Of course, Faith had heard the stories of how Chelsea nearly died in the auto accident that killed her mother. She’d spent months in the hospital and rehab. Faith would probably be protective, too, in that situation.

Just thinking about it brought back memories of worrying about her son when he moved two hours away from her former home in Augusta to live with his dad and stepmom in Atlanta. Will they love him as much as I do? Will they discipline him like he needs? Will they protect him?

What utter helplessness…and rejection. Pain she never wanted to feel again.

When she and Chelsea arrived at the house, Gabe stood on his front porch with his arms crossed in front of him. “You’re late.”

“I’m sorry.” Faith’s watch showed a mere ten minutes after nine. “Had to get the café ready for the morning.”

“Understandable. But Chels, you should have called.”

“I would’ve if I weren’t the only person on earth without a cell phone.” She smirked at him and, judging by his scowl, it was not a good thing to do at the moment.

“The café has a land line. Now go on in and get ready for bed.”

“Man, I was just teasing.” With all the earlier joy wiped off her face, she stomped inside and slung the door shut with a bang.

Let it go, Faith. Don’t butt in.

But she’d promised Chelsea. “Gabe, may I offer a suggestion?”

She couldn’t read his expression as he recrossed his arms. For a second, she thought he would refuse.

“I guess,” he said instead.

He didn’t exactly look receptive, but she plowed ahead anyway. “Lots of kids Chelsea’s age are allowed to do things with their friends. Could you maybe consider giving her a little wiggle room?”

“If you give an inch…”

“She’s a good girl.”

“And she’s also strong willed.”

Faith knew a whole lot about strong willed children. She’d tried to raise one and had struggled the whole time. “You can’t be too hard on Chelsea or she might rebel.”

Memories of Ben storming out of the house—and stumbling back in—brought a wave of nausea. Who was she, a total failure at motherhood, to give advice?

He stared into her eyes as if he was thinking it over. But then the staring went on just a moment too long, and she felt like she was being examined. Could he see through to the real Faith Hagin?

She tightened her ponytail as the chirping of the cicadas crescendoed in the otherwise silent night. She shoved her hands into the back pockets of her jeans to keep from fidgeting. “What?”

“I’m just trying to figure out if you wear makeup?”

Makeup? “I, uh, don’t usually wear makeup. It’s too much trouble when I have to go to work so early. But I did put on a little for church this morning.”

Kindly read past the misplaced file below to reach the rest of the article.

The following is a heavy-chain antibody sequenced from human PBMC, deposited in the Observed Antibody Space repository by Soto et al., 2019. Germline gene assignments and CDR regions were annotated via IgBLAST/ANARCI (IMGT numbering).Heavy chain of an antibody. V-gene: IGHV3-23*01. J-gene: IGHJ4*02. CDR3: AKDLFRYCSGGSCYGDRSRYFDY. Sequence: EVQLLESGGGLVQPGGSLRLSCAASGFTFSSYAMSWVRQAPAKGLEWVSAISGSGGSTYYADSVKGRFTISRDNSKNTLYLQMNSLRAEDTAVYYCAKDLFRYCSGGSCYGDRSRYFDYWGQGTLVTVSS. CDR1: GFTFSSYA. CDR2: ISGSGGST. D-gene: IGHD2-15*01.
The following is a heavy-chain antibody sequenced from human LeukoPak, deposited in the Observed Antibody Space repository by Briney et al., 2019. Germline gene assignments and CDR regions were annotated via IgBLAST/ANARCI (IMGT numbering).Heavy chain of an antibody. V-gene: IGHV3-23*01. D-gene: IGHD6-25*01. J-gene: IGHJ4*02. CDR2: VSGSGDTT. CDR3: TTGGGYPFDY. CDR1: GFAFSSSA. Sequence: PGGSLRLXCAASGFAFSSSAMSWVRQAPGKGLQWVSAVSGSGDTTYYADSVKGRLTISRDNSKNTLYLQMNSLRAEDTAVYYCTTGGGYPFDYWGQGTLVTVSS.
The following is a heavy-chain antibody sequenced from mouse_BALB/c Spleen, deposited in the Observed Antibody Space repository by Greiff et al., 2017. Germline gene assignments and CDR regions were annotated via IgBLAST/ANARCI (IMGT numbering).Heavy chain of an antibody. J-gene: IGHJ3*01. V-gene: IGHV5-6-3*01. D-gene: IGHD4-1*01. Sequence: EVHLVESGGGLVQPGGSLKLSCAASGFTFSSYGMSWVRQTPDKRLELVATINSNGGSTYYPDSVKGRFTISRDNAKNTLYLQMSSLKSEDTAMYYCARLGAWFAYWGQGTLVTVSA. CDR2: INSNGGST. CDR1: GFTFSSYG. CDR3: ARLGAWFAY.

He stepped closer, gently took hold of her chin and tilted her face up so he could see better in the porch light. But his touch didn’t linger and he acted surprised to have done it.

She backed up a step. “I could teach Chelsea how to apply basic cosmetics—enough to appease her.” Faith’s face blazed with heat, especially where he’d touched her.

His dark brown eyes bore into hers, as if he still held her under a microscope. A searing blush crept to her chest and seemed to squeeze her heart.

He finally blinked and stepped back toward the door. “You’re a natural beauty. I don’t see much difference between most days and Sunday.”

His matter-of-fact declaration made her heart skip a beat or two.

Before she could put two coherent words together, he shook his head. “Thanks for the offer, but no. I’m not going to give on the makeup issue.”

Scattered thoughts—he thinks I’m a natural beauty?—ricocheted around in her head. But she managed to refocus on Chelsea. “She’s almost a teenager, Gabe. You’ll have to start letting go eventually.”

He straightened up into his big, bad Chief of Police stance. “She’s my daughter. I know what’s best for her.”

And she’d thought she’d known what was best for her son. She’d been very protective of him, too. Trying to make sure he didn’t go down the drinking and partying path his dad had gone down many years before. But her controlling had pushed Ben in the opposite direction.

For some reason, she needed to make Gabe understand. “Yes, you do know what’s best. But sometimes, knowing best doesn’t matter. If we smother them and don’t give them room to become independent, we set them up to make bad decisions.”